‘Cavern’ seemed an inappropriate word, now that they stood on the last remaining peak with the survivors spread across the basin; busy little re-building ants.

Pastor Baest joined her at the edge, his cape flapping behind him like rotting wings. “We should steal them from Hell.”

“I’m not certain this isn’t Hell,” she said.

He pulled her away from the edge and pressed his lips to hers in an iron-tasting kiss. He bit the remains of her lip, tearing away skin.

Staring at the open crypt door, the children gathered their things together and clutched their insides to their chests. Allyson pulled away from the Pastor’s clammy grip and ran for the crypt. Their town was Hell, and the real world, or as close to it, continued below. They had to escape the pastor. Before the children could follow her inside the crypt, the pastor flew by them, as if he were a bat’s wing and they the dust beneath him. He slammed the door and locked it, trapping Allyson alone. If this was banishment, it was okay with her.

Pressing her hand to the soil wall, Allyson made her way down the steps. Her right arm dangled loose, having been dislodged from her shoulder. The bottom steps were sticky with gore, the gate into the other world open.

Spots of blood formed a winding path across rubble. Shallow breaths filled the otherwise silent air. Allyson’s and the children’s lungs hadn’t required breath since the first quake, though sometimes she caught Pastor Baest attempting to breathe. She found the source of the sound slumped against the remains of a terraced house. A girl, her breaths growing frantic as Allyson approached. The wound in the girl’s leg festered green and her head lolled to the side. Despite these symptoms, Allyson knew the girl was alive.

Melanie? No, a lookalike.

“Are you recovered?” Allyson asked.

The girl attempted to lift her arm. It flopped to her side, fingers trailing in the dirt. Raindrops, the first in at least eight Sundays, splashed between them. The girl tipped her head back and opened her cracked lips.

“I must bring the children to see you,” Allyson said, daring to touch the girl’s smooth skin.

The girl shook her head.

“No, you’re right. Pastor won’t allow them to come to you, so I shall take you to them.”

The earth shuddered, marking time’s passage. Rubble hurtled from the skies. Allyson wrapped her good arm around the girl, shielding her from the brunt of the storm. Small missiles slammed into Allyson’s back. When the world had ceased its violence, Allyson lifted the girl and found her no weight. All skin and bones and, despite the life pulsing in her chest, weighing less than Yellow-Anne. The girl groaned but offered no fight.

At the top of the steps, the crypt door stood ajar. Pastor Baest perched on the gravestone. “See,” he said to the children. “I told you, Allyson wouldn’t leave our church.”

Allyson dropped the girl onto the grass. The girl groaned. Bill fell to his knees, palms pressed to his grey cheeks.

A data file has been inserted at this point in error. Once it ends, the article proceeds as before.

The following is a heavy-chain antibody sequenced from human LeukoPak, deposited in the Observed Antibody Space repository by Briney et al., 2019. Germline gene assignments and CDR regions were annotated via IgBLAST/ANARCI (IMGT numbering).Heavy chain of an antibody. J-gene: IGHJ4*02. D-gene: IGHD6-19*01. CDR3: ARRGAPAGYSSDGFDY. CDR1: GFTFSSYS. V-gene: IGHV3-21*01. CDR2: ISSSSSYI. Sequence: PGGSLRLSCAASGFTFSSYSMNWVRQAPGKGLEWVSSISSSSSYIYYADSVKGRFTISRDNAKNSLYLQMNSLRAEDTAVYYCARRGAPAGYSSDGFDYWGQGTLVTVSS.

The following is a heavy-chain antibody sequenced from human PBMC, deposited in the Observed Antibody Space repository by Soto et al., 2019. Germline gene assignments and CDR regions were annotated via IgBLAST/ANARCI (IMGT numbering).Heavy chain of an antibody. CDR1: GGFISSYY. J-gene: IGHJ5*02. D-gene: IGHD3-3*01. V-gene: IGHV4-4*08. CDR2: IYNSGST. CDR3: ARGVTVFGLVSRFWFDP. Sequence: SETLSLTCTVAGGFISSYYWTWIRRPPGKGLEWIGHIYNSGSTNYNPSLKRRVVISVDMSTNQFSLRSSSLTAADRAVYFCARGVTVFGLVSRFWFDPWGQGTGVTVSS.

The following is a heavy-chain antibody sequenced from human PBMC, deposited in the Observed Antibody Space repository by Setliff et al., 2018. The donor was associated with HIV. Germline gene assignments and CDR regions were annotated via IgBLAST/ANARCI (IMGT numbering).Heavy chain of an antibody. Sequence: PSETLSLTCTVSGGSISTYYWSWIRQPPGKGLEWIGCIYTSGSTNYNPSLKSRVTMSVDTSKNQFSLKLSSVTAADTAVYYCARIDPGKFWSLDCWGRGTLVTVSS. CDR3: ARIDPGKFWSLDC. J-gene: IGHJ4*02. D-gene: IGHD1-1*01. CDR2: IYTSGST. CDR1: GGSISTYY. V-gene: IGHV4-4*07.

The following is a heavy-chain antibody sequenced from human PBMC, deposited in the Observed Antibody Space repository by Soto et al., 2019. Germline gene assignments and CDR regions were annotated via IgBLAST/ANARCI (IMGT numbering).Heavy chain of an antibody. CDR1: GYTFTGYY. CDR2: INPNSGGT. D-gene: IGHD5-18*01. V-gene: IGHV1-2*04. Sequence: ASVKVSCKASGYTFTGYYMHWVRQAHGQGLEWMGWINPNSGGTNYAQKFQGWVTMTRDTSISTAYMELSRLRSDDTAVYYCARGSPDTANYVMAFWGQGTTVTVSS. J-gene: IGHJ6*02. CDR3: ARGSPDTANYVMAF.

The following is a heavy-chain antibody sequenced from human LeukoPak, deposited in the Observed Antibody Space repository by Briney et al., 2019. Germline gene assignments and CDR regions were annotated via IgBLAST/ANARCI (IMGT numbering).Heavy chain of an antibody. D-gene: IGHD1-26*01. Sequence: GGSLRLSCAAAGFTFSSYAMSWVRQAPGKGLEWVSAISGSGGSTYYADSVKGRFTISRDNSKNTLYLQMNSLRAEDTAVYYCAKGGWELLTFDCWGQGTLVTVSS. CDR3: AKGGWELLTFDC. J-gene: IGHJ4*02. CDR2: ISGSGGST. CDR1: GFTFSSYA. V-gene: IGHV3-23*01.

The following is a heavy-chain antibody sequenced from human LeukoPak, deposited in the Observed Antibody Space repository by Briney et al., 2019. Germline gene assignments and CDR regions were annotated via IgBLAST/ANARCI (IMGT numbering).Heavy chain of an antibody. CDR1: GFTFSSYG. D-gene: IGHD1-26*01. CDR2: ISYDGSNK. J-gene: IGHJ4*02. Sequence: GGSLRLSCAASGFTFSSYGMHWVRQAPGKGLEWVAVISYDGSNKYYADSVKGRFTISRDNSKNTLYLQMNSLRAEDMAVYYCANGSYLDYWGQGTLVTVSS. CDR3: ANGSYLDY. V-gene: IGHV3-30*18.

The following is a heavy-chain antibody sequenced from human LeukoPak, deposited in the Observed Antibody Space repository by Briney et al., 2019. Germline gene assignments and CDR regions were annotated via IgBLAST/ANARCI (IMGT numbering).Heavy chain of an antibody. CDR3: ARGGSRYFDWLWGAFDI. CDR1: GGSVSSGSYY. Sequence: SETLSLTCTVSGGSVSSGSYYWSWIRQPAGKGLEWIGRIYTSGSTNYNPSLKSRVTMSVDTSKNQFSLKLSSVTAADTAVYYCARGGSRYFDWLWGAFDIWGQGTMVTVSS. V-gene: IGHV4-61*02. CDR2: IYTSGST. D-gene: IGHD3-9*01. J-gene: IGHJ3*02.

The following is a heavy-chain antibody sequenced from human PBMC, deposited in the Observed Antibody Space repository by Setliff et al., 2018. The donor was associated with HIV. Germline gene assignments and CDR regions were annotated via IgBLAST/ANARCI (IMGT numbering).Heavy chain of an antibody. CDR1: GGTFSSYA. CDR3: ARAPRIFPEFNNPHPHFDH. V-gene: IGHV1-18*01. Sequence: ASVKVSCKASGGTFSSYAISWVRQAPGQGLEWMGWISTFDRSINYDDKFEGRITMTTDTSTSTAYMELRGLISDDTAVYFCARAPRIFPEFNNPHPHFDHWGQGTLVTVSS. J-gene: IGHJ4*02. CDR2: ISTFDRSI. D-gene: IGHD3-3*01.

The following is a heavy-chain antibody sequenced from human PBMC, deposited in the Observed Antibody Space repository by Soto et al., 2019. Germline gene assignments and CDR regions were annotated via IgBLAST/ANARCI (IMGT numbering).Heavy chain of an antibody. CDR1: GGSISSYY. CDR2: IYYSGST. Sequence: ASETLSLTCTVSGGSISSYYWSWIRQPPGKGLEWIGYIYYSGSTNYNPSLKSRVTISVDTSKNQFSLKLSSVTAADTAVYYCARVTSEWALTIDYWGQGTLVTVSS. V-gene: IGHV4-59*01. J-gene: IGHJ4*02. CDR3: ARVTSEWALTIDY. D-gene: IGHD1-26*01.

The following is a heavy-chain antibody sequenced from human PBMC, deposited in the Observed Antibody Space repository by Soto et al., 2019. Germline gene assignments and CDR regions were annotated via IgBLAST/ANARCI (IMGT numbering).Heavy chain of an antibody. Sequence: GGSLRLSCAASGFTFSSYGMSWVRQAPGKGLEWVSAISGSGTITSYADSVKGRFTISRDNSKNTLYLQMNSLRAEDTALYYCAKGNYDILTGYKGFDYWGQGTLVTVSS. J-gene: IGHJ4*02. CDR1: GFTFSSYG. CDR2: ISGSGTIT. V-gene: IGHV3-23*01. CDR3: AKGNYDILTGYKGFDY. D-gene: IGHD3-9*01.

“The thing,” Bill said. “The thing we are become. May God have mercy on our souls.”

Allyson looked at the blue skies. Sunday again. She wondered why they hadn’t gathered in church for Pastor’s sermon, and then she noticed… The church had gone–fallen into below world. The children gathered about the living girl, pressing their hands to her fever and poking her wound.

“Are they all like this down there?” Yellow-Anne asked, brushing hair off her face and exposing her cheekbone. She chewed her words. “Soft and pretty and tasting sweet.”

Allyson didn’t ask if Yellow-Anne thought the girl looked like Melanie. They both had enough festering wounds.

Forming a broken necklace, the children held hands and allowed Yellow-Anne to lead them into the crypt and down the steps. They had a new leader now–Yellow-Anne, a broken girl for a broken world. They did not look to Allyson.

“May God forgive your rotting souls,” Bill cried. Running toward where the church had stood, he fell off their world.

Pastor Baest turned the key in the crypt door before Allyson could follow down the steps. If she’d intended to. Bill’s words resonated, “This thing we are become.” She didn’t fully understand what he’d meant. When the air had cleared of Bill’s final screams, Allyson sat at the cliff’s edge and waited for the children to emerge below. As she watched them pick their way across rubble, hope rose in her chest. It felt almost like breath.

“The girl is dead,” Pastor Baest said, pressing his hands to the foundling’s forehead. “Will you join me in…”

“No more prayers, Pastor.”

“…finishing my meal?”

Screams rose from the cavern. The people in the camp nearest their cliff scattered.

“Do you think they’ll cure the children?” Allyson asked, ignoring the meat dangling from Pastor’s lips.

Perhaps Anne would grow to look like her brother again.

“I believe the contrary,” he said. “The children are the cure and we shall rebuild our church.”

Thunder echoed across their short land. Allyson pressed her hand to her stomach. She would not listen to her hunger.

Illustration copyright © 2011 byPierre Smit
Copyright © 2011 by Cate Gardner

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Cate Gardner

Cate Gardner lives in Liverpool and hopes tiny pirate ships ferry rats to a surreal otherworld via the brook that runs beneath her street. She also hopes said rats wear pinstripe suits and carry umbrellas. Monocles are optional. Her short stories have appeared in Fantasy Magazine, Shock Totem, Daily Science Fiction and many other wonderful places.